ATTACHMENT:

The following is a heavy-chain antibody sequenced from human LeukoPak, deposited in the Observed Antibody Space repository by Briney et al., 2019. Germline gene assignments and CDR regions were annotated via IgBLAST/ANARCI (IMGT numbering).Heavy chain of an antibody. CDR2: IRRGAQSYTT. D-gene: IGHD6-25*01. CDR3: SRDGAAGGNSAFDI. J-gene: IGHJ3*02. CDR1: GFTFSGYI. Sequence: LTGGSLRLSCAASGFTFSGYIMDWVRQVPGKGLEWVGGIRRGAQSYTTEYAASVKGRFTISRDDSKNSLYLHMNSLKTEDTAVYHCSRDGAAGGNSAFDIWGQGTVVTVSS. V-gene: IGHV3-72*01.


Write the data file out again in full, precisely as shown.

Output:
The following is a heavy-chain antibody sequenced from human LeukoPak, deposited in the Observed Antibody Space repository by Briney et al., 2019. Germline gene assignments and CDR regions were annotated via IgBLAST/ANARCI (IMGT numbering).Heavy chain of an antibody. CDR2: IRRGAQSYTT. D-gene: IGHD6-25*01. CDR3: SRDGAAGGNSAFDI. J-gene: IGHJ3*02. CDR1: GFTFSGYI. Sequence: LTGGSLRLSCAASGFTFSGYIMDWVRQVPGKGLEWVGGIRRGAQSYTTEYAASVKGRFTISRDDSKNSLYLHMNSLKTEDTAVYHCSRDGAAGGNSAFDIWGQGTVVTVSS. V-gene: IGHV3-72*01.